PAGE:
Ziltoid crash lands on Planet Earth once again with Z2!

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A metal icon, a prog innovator, and now the progenitor of the modern rock opera?!?! It’s true! Devin Townsend adds another chit to his belt with the beyond epic Z2 double album. Yep, you read that right: Double. Album. Years in the making and finally fully realized thanks to fans who over-contributed to Townsend’s Casualties Of Cool campaign, Z2 is the epitome of all that has come over the last several years. There’s bits of the 4 album concept in here along with Epicloud and even hints of  Casualties Of Cool. [Read more…]

Child Bite offer up some Strange Waste on latest EP

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Their frontman looks like Neil Fallon but sounds like Jello Biafra, the band slams down some rawk and/or roll meets punk meets rockabilly, and their latest EP is 9 tracks long but barely clocks in at 20 minutes. They’re called Child Bite out of the great state of Michigan and if that opening statement wasn’t a dead giveaway, they’re here to blow your freaking minds. [Read more…]

The Ape Of God is better than anything your band will ever put out. Ever.

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I don’t think I’m in the minority when I say that Old Man Gloom albums are somewhat of a cathartic, almost religious, experience. Despite the exercises in sonic extremes, OMG always litter their albums with a certain ambiance that tempers the brutality making the music they create collectively not only unlike anything heard in their respective “day jobs” (Isis, Cave In, Doomriders, Zozobra, Converge, etc.) but also unlike anything out in current heavy music today. Is it magic when these four gentlemen convene in a room together? If The Ape Of God is the sole evidence then the answer is decidedly “yes!” [Read more…]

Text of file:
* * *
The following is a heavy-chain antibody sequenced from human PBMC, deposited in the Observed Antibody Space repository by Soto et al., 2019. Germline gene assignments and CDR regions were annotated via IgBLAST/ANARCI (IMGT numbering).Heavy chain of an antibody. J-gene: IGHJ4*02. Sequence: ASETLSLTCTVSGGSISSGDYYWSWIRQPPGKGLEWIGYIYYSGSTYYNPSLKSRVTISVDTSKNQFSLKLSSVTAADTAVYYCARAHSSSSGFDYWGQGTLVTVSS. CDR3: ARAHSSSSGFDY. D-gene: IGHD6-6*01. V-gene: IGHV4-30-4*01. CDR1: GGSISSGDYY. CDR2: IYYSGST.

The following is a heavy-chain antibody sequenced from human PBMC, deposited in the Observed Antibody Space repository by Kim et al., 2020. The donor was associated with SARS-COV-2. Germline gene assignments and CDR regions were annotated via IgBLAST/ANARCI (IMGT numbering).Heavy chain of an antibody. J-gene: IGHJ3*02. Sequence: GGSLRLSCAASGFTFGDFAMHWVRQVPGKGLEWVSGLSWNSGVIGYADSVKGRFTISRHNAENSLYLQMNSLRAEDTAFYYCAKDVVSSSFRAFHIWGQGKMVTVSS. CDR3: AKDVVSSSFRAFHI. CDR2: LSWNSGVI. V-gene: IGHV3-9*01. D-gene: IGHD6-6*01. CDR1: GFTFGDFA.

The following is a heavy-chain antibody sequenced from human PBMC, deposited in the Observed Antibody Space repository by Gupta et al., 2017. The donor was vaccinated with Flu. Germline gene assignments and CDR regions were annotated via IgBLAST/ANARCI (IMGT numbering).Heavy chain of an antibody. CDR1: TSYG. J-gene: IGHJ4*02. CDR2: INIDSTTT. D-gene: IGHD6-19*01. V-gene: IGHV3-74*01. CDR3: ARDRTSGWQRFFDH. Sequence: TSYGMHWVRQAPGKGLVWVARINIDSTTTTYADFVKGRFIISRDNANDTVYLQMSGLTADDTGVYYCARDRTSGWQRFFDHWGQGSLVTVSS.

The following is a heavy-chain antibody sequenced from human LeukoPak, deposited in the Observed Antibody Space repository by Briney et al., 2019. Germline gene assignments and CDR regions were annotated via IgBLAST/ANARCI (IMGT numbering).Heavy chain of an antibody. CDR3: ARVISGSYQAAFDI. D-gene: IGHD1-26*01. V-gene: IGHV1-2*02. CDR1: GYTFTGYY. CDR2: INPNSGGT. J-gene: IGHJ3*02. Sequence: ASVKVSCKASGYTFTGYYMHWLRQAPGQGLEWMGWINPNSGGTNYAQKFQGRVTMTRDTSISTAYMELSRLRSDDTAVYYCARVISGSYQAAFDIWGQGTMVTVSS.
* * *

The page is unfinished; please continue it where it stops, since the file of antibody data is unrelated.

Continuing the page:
I Love You But I’ve Chosen Darkness choose darkness again on Dust

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Surprise albums make for the best albums. You know which ones I’m talking about: Those ones that seemingly come out of nowhere from a band you really love who maybe hasn’t produced an album in, say, eight years or so?

Which brings me to I Love You But I’ve Chosen Darkness. [Read more…]

Black Map enter the heavy fray with …And We Explode

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What do you get when you put the singer/guitarist from The Trophy Fire, the drummer from Far, and the bassist for dredg in a room to create some new music? Definitely not what you’d expect. On the debut album from Black Map, this trio blows away all expectations and takes listeners on a sonic journey that’s a little bit prog, a little bit hard rock, and a whole lotta heavy with a healthy dose of space rawk thrown in  for good measure. [Read more…]

Untitled Metal Column: Volume 9.1 (Slipknot, .5: The Gray Chapter)

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I’m not saying this is the greatest Slipknot album yet…but it kinda is. An album that should not be is now less than 24 hours from being released. Fueled by death and inner turmoil, .5: The Gray Chapter is a fury-filled fuck you to naysayers and a triumphant step forward for the nine.

It’s also a giant fuck you to fired founding member Joey Jordison who many believed was the driving force as far as songwriting was concerned. Just listen to “The Negative One”, Slipknot’s first tease from the album released back in August. Never mind the obvious jab in the song name (“One” was Jordison’s number) all you have to do is take one listen to any of the lyrics within: “I hope you live/To see the day/When your world comes up in flames/And as you die/You see my face/You’re the only one to blame”. And that’s just one refrain. Stylistically this “gift to the fans” showed off strong songwriting with a vicious track that captured the raw ferocity of Slipknot merged with modern technology. [Read more…]